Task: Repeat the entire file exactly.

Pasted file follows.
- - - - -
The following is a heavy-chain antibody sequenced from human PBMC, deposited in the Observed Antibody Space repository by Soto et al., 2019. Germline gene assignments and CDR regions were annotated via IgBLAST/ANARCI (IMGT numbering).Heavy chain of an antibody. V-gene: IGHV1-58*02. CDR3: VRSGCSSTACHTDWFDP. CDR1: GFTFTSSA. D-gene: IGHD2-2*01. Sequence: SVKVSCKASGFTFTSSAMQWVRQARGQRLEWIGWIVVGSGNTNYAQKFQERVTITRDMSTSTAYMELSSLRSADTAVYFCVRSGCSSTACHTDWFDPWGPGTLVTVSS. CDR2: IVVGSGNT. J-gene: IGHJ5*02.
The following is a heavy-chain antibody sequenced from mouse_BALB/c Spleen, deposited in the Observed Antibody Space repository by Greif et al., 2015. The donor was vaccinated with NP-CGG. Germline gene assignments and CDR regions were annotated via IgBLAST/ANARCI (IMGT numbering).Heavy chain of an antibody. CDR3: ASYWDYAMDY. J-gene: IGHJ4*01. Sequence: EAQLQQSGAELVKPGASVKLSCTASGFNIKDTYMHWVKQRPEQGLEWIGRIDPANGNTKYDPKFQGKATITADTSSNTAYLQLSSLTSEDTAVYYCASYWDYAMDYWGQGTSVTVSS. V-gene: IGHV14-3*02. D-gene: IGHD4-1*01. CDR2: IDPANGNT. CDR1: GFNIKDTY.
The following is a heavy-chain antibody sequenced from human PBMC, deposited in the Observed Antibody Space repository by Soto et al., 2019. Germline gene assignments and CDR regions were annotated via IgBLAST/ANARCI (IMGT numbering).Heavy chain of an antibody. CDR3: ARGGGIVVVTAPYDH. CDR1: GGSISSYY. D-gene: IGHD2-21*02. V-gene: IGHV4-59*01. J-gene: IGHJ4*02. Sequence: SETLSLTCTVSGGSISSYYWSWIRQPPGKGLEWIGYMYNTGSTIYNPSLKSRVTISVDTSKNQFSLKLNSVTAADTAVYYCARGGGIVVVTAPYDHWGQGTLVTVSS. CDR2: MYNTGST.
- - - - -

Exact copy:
The following is a heavy-chain antibody sequenced from human PBMC, deposited in the Observed Antibody Space repository by Soto et al., 2019. Germline gene assignments and CDR regions were annotated via IgBLAST/ANARCI (IMGT numbering).Heavy chain of an antibody. V-gene: IGHV1-58*02. CDR3: VRSGCSSTACHTDWFDP. CDR1: GFTFTSSA. D-gene: IGHD2-2*01. Sequence: SVKVSCKASGFTFTSSAMQWVRQARGQRLEWIGWIVVGSGNTNYAQKFQERVTITRDMSTSTAYMELSSLRSADTAVYFCVRSGCSSTACHTDWFDPWGPGTLVTVSS. CDR2: IVVGSGNT. J-gene: IGHJ5*02.
The following is a heavy-chain antibody sequenced from mouse_BALB/c Spleen, deposited in the Observed Antibody Space repository by Greif et al., 2015. The donor was vaccinated with NP-CGG. Germline gene assignments and CDR regions were annotated via IgBLAST/ANARCI (IMGT numbering).Heavy chain of an antibody. CDR3: ASYWDYAMDY. J-gene: IGHJ4*01. Sequence: EAQLQQSGAELVKPGASVKLSCTASGFNIKDTYMHWVKQRPEQGLEWIGRIDPANGNTKYDPKFQGKATITADTSSNTAYLQLSSLTSEDTAVYYCASYWDYAMDYWGQGTSVTVSS. V-gene: IGHV14-3*02. D-gene: IGHD4-1*01. CDR2: IDPANGNT. CDR1: GFNIKDTY.
The following is a heavy-chain antibody sequenced from human PBMC, deposited in the Observed Antibody Space repository by Soto et al., 2019. Germline gene assignments and CDR regions were annotated via IgBLAST/ANARCI (IMGT numbering).Heavy chain of an antibody. CDR3: ARGGGIVVVTAPYDH. CDR1: GGSISSYY. D-gene: IGHD2-21*02. V-gene: IGHV4-59*01. J-gene: IGHJ4*02. Sequence: SETLSLTCTVSGGSISSYYWSWIRQPPGKGLEWIGYMYNTGSTIYNPSLKSRVTISVDTSKNQFSLKLNSVTAADTAVYYCARGGGIVVVTAPYDHWGQGTLVTVSS. CDR2: MYNTGST.